Vitamin D Supplements for Children: What’s the Best Dose?

Vitamin d supplements for children: Is it necessary to supplement your child with vitamin D? Will it really ward off illnesses, especially in the winter months? I’ve been reading a lot lately about vitamin D supplements for children. It all started with a long and informative chat in my celiac forum support group about the benefits of vitamin D supplements for children with celiac. I thought I’d share some of what I’ve learned through the group and also my own research. I hope you find it beneficial, especially if you have a child on a dairy free or low dairy diet.

Should we give Vitamin d supplements for children?

I want to preface by saying that I am leery about over supplementation in general. It seems like using Vitamin D supplements is turning into a fad of choice these days. It’s like vitamin C was in the 70s and 80s when Linus Pauling touted mega doses for health. Both he and his wife eventually died of cancer. Now a recent study reveals a cancer link to C. So much for the immune boosting factors of C, right? [1]. What’s more insidious than health companies giving us poor health. Xarelto compensation plans are all over the internet and television, what’s going on people?

This made me wonder whether they’d be publishing similar studies about vitamin D supplements for children in twenty or thirty years. But I quickly learned that vitamin D is another kettle of fish altogether. Suzanne Somers warns about vitamin D deficiencies in her newest book, Breakthrough: Eight Steps to Wellness. Many of the doctors she interviews warn that a vitamin D deficiency can be very detrimental on the immune system. For example, Dr. Bill Faloon tells us,

“We know that if we take in enough vitamin D, we’re going to control our genes in such a way that we’re less likely to get cancer, and we’re less likely to suffer a lot of age-related problems” [2].

Vitamin D Supplements for Children: What if We Don’t do it?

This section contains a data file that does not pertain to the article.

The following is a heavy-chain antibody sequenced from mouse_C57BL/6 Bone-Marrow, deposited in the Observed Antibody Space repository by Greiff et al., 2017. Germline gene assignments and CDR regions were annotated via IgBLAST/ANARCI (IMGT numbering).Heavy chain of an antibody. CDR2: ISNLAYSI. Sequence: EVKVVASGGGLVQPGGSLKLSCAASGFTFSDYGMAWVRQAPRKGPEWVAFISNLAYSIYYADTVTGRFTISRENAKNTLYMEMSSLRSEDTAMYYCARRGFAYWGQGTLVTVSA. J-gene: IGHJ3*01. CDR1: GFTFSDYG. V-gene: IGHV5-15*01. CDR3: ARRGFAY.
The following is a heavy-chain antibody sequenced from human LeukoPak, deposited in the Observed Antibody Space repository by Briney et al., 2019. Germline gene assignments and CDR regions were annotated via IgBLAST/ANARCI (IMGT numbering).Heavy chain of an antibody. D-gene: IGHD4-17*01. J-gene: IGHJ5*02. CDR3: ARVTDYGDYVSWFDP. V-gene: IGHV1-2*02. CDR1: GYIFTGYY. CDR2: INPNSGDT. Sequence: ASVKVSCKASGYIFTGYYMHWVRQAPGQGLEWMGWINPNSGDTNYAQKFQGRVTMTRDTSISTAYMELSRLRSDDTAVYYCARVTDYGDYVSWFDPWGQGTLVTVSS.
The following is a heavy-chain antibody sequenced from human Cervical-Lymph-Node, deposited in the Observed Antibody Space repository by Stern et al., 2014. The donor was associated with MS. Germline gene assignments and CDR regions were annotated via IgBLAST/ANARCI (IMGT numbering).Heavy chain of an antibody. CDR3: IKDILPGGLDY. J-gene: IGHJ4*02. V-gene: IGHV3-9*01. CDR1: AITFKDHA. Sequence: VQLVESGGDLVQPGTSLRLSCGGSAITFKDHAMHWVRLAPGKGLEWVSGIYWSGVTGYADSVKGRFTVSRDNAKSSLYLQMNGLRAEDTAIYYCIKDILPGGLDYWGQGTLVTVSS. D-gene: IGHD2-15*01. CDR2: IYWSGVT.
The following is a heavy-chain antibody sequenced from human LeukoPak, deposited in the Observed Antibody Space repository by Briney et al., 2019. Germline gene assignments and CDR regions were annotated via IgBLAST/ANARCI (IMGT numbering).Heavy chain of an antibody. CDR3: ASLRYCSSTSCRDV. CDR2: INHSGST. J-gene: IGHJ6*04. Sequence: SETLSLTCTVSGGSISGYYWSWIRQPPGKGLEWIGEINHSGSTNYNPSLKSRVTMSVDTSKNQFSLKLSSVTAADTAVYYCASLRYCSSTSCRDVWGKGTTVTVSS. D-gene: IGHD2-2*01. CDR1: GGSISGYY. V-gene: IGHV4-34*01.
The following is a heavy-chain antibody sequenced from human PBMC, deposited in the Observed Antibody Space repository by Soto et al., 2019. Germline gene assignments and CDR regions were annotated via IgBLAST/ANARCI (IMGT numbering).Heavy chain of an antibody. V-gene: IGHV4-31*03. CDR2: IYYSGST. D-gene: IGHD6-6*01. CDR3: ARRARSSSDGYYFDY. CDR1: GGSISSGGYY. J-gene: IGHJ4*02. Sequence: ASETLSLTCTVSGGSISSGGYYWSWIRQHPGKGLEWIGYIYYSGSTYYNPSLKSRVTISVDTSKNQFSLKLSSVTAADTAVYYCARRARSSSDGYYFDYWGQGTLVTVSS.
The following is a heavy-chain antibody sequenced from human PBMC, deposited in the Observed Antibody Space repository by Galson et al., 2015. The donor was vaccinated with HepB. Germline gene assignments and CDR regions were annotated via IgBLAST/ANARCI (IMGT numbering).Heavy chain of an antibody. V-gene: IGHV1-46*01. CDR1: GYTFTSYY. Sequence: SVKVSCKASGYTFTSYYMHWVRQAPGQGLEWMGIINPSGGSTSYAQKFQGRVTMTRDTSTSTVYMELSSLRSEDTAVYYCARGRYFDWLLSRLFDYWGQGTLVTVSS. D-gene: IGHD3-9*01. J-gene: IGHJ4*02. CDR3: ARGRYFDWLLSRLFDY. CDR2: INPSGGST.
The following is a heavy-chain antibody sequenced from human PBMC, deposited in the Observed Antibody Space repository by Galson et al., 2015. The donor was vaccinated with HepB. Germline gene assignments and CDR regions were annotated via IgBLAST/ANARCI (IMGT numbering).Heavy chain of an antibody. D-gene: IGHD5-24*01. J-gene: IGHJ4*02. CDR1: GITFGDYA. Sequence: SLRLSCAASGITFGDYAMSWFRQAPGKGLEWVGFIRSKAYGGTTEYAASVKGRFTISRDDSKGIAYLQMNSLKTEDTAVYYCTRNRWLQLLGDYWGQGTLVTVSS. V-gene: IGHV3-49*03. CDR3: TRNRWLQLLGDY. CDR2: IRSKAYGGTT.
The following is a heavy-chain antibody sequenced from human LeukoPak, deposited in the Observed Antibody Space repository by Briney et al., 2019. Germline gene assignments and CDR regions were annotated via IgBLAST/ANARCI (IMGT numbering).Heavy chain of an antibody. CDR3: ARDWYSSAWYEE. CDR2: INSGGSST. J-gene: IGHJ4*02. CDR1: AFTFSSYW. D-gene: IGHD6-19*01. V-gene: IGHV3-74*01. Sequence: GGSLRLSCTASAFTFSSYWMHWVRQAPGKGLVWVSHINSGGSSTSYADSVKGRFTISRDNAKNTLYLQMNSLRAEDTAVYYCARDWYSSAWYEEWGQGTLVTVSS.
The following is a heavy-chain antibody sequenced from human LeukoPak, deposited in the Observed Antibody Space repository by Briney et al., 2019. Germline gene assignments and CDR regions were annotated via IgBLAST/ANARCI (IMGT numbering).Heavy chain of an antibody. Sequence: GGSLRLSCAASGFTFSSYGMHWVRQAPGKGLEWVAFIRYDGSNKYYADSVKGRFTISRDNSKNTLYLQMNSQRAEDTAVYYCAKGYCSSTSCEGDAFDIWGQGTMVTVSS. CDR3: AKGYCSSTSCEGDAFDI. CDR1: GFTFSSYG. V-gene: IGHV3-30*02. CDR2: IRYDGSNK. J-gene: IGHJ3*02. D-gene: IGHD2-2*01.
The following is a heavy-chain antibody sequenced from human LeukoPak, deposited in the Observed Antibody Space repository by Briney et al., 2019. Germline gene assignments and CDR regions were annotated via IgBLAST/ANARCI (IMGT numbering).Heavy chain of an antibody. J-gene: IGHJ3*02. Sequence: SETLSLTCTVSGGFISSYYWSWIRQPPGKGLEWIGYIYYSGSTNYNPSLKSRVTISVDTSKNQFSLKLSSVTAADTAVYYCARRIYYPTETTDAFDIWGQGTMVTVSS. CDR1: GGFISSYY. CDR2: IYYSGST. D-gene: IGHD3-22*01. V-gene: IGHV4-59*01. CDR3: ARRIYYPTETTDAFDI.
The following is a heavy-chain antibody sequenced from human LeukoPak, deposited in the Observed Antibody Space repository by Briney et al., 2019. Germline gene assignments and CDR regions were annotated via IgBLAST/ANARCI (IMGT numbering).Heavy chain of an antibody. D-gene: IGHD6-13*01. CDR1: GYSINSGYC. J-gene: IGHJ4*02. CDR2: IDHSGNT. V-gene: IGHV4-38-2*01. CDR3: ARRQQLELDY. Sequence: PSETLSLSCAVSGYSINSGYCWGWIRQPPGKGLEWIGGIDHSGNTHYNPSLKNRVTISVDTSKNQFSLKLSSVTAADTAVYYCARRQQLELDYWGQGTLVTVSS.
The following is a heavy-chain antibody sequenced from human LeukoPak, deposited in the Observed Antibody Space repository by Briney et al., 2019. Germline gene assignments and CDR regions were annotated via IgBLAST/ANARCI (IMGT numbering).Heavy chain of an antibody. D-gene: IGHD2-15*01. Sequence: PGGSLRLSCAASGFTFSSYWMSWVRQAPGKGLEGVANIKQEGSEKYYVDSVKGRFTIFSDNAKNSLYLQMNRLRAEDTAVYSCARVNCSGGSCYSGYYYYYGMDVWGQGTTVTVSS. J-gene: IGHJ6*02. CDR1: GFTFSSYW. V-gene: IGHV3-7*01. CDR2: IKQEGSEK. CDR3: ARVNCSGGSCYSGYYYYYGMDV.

Vitamin D is a necessary supplement in the fall and winter when the sun isn’t as strong and the days are shorter. Most children who do not receive vitamin D supplements don’t show signs of severe deficiency. They may get sick more often. A severe vitamin D deficiency in children will cause rickets.  For adults, a severe vitamin D deficiency will cause osteomalacia.  Individuals with milder vitamin D deficiencies might suffer from a burning sensation in their mouth and throat, weight loss, a loss of appetite, vision problems, diarrhea and insomnia which is treated with etizolam; We have found that the best place to purchase etizolam is directly from MyEtizolam due to their super fast worldwide shipping. But these are all symptoms that can be attributed to other things, too.

What’s the Doctor Recommended Dose of Vitamin D Supplements for Children?

I read an article saying that pediatricians now want vitamin D supplements for children to double from 200 IU daily to 400 IU a day [3]. So the question seems to be how much and not whether or not we should give vitamin D supplements for children.

Some doctors warn that vitamin D supplements for children are not something you should do naively. This is because it is a fat soluble vitamin that has known toxicity factors. So what’s fact? What’s fiction? How do we give vitamin D supplements for children who do not drink milk? I did some digging and this is what I’ve learned.

First of all, our bodies make vitamin D just by being exposed to direct sunlight (not through a car window or on an overcast day); in the summer months it will store excess amounts in our fat to use for the darker winter months. I remember learning from a former doctor years ago that just 15 minutes a day in the sun was adequate. But this is simply not true for everyone. I have since learned that exposure can be hindered by a number of factors, number one being sun screen [4]. Other very significant factors are geographic locations. Anyone living in Chicago or north of it is going to be vitamin D deficient based on latitude from November through February [5]. Furthermore, I also found out that skin pigment plays a role in absorption too. Darker complected folks are more deficient than lighter skinned folks, especially those living in colder climates with less sunlight. But our bodies are pretty efficient and can quickly produce vitamin D even in a few minutes of direct sunlight, as we walk out the door and to our car.

If your Against Using Vitamin D Supplements for Children